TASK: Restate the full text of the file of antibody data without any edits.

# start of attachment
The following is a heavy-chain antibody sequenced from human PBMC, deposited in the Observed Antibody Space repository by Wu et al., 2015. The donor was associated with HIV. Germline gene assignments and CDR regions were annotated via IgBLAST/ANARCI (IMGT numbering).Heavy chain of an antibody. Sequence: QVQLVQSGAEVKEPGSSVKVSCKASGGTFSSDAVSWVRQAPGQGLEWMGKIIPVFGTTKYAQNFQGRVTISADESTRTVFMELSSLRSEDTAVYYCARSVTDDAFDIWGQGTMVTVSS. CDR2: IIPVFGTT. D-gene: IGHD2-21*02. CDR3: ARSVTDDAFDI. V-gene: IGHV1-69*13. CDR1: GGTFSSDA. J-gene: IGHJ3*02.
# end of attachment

The following is a heavy-chain antibody sequenced from human PBMC, deposited in the Observed Antibody Space repository by Wu et al., 2015. The donor was associated with HIV. Germline gene assignments and CDR regions were annotated via IgBLAST/ANARCI (IMGT numbering).Heavy chain of an antibody. Sequence: QVQLVQSGAEVKEPGSSVKVSCKASGGTFSSDAVSWVRQAPGQGLEWMGKIIPVFGTTKYAQNFQGRVTISADESTRTVFMELSSLRSEDTAVYYCARSVTDDAFDIWGQGTMVTVSS. CDR2: IIPVFGTT. D-gene: IGHD2-21*02. CDR3: ARSVTDDAFDI. V-gene: IGHV1-69*13. CDR1: GGTFSSDA. J-gene: IGHJ3*02.